Although some of the tasks were less interesting than others, such as renaming map sheets, I always had a choice in what I wanted to do and was also given some more simple background tasks in order to break the day up, which meant that I always had at least 2 or 3 choices of tasks to undertake.
Overall my time spent there was enjoyable and I felt like I gained a lot experience, in terms of practical editing and writing skills as well as simply understanding what it’s like to work in an office environment and actually be awake and on a train before 9.00am. Everyone was really helpful and welcoming and the casual work wear and flexible days and hours meant the whole process was far more relaxed than stressful.
As I’m sure you all know, it’s referendum day, and as well as marking the occasion with a relevant review (see below) I hoped to bring you breaking news from the polls, have texted my BBC correspondent pal earlier to ask how it was going. Just got his reply a few minutes ago – ‘Been up Arthur’s Seat. Sweaty’. I don’t think that really counts as a scoop…
Anyway, thanks to a super-quick turnaround from reviewer Fiona Watson and the author, we’ve got a discussion for you of Michael Penman’s new book Robert the Bruce: King of the Scots, an excellent work that shines a light on some extremely murky corners of history (no. 1658, with response here).
To a quintessentially British figure now, with Rory Muir’s Wellington: The Path to Victory, 1769-1814. Kevin Linch and the author discuss an outstanding achievement – the definitive biography of Wellington (no. 1657, with response here).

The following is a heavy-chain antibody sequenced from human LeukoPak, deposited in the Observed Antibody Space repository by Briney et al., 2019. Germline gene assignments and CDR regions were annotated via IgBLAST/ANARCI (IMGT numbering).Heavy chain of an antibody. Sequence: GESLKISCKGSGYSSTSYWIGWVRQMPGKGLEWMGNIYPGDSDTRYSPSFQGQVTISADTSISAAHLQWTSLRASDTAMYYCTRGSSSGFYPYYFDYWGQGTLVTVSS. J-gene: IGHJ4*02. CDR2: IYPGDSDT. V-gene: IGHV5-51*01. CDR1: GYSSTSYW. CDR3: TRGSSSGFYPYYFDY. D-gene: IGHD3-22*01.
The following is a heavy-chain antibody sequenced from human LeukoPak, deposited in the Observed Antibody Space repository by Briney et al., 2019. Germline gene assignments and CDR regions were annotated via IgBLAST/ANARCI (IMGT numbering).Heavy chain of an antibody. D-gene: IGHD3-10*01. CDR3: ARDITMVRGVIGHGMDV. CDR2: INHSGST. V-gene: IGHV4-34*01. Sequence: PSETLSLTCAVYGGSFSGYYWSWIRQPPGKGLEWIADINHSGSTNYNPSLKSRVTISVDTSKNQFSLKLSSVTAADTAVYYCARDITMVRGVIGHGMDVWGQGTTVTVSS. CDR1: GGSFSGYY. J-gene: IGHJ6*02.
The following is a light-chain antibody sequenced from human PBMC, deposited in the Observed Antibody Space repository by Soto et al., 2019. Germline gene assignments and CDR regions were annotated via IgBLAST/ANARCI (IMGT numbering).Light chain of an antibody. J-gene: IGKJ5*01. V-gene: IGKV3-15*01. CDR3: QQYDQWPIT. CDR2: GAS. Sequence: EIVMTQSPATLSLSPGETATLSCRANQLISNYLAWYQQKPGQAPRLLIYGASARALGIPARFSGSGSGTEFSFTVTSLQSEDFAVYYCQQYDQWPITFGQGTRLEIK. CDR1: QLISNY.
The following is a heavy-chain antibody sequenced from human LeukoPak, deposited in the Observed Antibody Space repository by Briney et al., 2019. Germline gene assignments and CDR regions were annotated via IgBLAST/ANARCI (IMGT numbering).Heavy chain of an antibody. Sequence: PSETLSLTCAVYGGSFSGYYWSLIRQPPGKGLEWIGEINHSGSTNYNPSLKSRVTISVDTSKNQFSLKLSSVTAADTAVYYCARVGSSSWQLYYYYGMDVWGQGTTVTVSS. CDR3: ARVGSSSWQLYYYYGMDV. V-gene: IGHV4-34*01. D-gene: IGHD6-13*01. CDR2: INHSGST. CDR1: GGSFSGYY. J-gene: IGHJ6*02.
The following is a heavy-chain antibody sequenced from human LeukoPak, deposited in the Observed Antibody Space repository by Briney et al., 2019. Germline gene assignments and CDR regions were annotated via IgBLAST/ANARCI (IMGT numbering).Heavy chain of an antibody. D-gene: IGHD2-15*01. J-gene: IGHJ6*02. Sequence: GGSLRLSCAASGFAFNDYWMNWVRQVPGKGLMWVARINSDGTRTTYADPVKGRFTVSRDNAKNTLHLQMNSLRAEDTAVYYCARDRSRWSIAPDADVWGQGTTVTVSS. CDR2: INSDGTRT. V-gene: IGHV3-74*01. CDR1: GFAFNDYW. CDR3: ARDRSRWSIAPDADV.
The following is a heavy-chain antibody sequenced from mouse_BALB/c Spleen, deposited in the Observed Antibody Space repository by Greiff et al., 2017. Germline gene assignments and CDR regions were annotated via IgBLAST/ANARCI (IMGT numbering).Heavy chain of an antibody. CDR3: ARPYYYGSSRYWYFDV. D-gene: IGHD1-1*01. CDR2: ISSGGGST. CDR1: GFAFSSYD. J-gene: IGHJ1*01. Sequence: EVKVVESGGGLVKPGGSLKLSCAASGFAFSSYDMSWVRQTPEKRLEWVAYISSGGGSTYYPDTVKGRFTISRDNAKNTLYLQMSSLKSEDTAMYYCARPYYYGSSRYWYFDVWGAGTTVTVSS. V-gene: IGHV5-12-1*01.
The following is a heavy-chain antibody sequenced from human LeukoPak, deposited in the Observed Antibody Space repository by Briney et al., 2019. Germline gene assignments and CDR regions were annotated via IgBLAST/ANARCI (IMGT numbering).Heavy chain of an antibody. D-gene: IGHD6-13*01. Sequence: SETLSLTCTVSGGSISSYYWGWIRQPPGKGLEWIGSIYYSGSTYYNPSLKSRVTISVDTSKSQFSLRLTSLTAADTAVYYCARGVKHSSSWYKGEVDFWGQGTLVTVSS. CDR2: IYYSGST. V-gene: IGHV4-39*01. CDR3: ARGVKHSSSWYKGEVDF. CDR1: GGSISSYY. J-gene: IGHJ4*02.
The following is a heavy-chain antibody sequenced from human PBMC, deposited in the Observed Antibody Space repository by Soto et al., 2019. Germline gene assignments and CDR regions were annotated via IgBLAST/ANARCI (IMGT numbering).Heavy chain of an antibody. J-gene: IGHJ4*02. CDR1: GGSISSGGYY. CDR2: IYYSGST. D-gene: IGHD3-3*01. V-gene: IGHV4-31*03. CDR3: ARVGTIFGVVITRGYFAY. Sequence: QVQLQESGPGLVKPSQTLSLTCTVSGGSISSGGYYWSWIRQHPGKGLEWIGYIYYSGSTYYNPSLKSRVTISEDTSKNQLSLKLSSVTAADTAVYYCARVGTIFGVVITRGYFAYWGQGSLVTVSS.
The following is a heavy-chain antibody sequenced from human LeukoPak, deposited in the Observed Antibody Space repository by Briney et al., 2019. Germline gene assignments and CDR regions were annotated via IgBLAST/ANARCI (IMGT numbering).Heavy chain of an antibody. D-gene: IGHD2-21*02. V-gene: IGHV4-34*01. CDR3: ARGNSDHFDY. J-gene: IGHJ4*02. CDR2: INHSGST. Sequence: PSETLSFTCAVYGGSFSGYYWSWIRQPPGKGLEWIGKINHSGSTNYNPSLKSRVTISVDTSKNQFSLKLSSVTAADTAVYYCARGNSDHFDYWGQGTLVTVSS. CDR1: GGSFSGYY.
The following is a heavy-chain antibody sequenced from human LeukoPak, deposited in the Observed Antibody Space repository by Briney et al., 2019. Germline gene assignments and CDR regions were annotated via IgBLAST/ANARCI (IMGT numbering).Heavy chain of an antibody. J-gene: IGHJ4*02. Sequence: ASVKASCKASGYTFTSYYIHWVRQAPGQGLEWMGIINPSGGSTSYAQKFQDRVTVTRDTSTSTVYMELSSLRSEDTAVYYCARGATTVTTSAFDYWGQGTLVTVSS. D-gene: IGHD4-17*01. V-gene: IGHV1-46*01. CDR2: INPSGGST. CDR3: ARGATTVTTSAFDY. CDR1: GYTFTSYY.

Then we turn to The Story of Pain: From Prayer to Painkillers by Joanna Bourke. Jennifer Crane enjoys a detailed, thought-provoking and fascinating piece of historical scholarship (no. 1656).
Finally we have David Lambert’s Mastering the Niger: James MacQueen’s African Geography & the Struggle over Atlantic Slavery, and James Poskett hails an accomplished and creative account of the troubling connections between Atlantic slavery and geographical knowledge in the 19th century (no. 1655).
Henry Littlejohn, a great man to have at any party
This week, along with the rest of the country’s media, Reviews is focussing on Edinburgh – but rather than referenda, it’s the sewers we’re interested in, as Tom Crook and authors Paul Laxton and Richard Rodger discuss Insanitary City: Henry Littlejohn and the Condition of Edinburgh (no. 1654, with response here).